She had hosted Susan Steele Sampson, wife of Kentucky’s governor, the previous year at her first American Folk Song Festival, held at the Traipsin’ Woman Cabin. Now, in August 1931, Jean Thomas found herself invited to the Governor’s mansion in Frankfort to discuss the creation of an American Folk Song Society and an annual festival open to the public. How did Thomas get to this point, and why did she call herself the “Traipsin’ Woman?”
Jean Thomas was born Jeanette Mary Francis de Assisi Aloysius Marcissum Garfield Bell in Ashland, Kentucky in 1881. She earned the nickname “Traipsin’ Woman” when, as a teenager in the 1890s, she defied convention to attend business school, learn stenography, and become a court reporter, traveling by jolt wagon to courts in the mountains of eastern Kentucky.
Using money saved from her court reporter wages, Thomas moved to New York, where she attended Hunter College and the Pulitzer School of Journalism. She married accountant Albert Thomas in 1913, a marriage which lasted only one year. She then held a variety of jobs, including work as a script girl for Cecil B. de Mille’s The Ten Commandments, as secretary to the owner of the Columbus Senators of the National League and as press agent for Ruby “Texas” Guinan, the notorious entertainer and owner of prohibition-era speakeasies.
In 1926 Jean Thomas met William Day, a blind fiddler from Rowan County. Using the skills she had acquired as press agent and manager, she changed his name to Jilson Settles, secured recording contracts and booked him (as the “Singin Fiddler from Lost Hope Hollow”) in theaters. Day eventually played in London’s Royal Albert Hall. He was the subject of Thomas’ first book, Devil’s Ditties (1931). Thomas went on to author another seven books including the semi-autobiographical The Traipsin’ Woman (1933), The Singing Fiddler of Lost Hollow (1938), and The Sun Shines Bright (1940).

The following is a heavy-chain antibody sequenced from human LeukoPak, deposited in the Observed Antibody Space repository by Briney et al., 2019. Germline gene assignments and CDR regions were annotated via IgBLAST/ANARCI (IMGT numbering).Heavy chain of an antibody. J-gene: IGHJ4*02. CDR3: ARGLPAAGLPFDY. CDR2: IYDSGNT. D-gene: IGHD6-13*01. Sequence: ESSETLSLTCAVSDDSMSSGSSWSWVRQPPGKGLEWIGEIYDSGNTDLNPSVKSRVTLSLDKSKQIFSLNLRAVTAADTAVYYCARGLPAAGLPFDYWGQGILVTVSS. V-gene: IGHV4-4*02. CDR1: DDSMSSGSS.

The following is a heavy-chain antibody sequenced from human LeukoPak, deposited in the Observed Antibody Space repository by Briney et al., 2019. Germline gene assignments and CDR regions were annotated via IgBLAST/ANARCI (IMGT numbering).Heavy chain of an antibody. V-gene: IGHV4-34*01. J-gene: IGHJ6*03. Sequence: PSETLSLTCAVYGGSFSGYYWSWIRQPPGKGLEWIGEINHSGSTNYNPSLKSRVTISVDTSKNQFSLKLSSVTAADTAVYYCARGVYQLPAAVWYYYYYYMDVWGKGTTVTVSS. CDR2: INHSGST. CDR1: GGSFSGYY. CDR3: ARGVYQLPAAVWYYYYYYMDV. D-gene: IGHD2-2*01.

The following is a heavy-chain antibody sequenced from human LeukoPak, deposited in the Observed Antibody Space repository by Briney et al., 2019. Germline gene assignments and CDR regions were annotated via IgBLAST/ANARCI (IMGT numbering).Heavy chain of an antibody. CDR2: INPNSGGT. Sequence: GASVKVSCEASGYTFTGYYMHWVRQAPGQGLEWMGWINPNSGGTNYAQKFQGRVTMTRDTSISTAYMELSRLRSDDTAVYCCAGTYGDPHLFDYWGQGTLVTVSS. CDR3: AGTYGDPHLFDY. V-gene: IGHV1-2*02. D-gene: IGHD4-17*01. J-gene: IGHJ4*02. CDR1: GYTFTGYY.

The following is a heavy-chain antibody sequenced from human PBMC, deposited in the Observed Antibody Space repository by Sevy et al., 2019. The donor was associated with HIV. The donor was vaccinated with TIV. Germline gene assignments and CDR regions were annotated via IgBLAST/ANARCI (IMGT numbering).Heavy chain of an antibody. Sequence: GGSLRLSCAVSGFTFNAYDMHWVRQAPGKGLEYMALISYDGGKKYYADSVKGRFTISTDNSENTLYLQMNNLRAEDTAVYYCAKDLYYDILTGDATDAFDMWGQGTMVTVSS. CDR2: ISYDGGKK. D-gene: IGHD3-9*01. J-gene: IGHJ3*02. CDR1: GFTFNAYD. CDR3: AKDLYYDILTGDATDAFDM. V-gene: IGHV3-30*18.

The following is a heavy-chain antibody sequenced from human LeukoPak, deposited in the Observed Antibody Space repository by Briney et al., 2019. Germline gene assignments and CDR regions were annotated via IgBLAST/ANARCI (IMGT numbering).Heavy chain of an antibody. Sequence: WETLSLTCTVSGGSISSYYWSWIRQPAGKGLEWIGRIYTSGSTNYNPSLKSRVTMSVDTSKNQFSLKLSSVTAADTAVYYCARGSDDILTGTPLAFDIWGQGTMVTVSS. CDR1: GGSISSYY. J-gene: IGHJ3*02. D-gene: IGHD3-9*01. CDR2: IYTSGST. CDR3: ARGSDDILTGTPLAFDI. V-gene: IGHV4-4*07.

The first American Folk Song Festival was held in 1932 in Jean Thomas’ home town of Ashland, and featured 18 acts. During the early years of the American Folk Song Festival, Jean Thomas carried a camera wherever she went as she sought out musicians who would perform at the annual event.
At the 8th festival, TIME magazine (June 30, 1938) noted with amusement that the musicians were presenting not only “ballads and hymns that can be traced to Elizabethan England,” but also “ballads from yesterday’s newspaper headlines.” One such example, titled “Franklin Delano Roosevelt, the Brave Engineer (to the tune of Casey Jones)” [musician not cited in article]:
Now some folks kick, say he didn’t cut his pay
Remember, he’s not fishing, he’s working every day
He gave the Republicans a mighty slam
He didn’t take twelve years to start the Coal Creek Dam
He sent word to foreign countries, both near and far
Just what to expect if they started to war
He put the mills to working under the N. R. A.
Which means shorter hours, and much more pay
He’s made his stand, and you know he’s tried
He’s made many friends on the Republican side
He’s balanced the budget with revenue
He’s brought back whiskey and the three point two
With the exception of the years 1943-1948, the American Folk Song Festival was held annually until failing health forced Thomas to retire in 1972.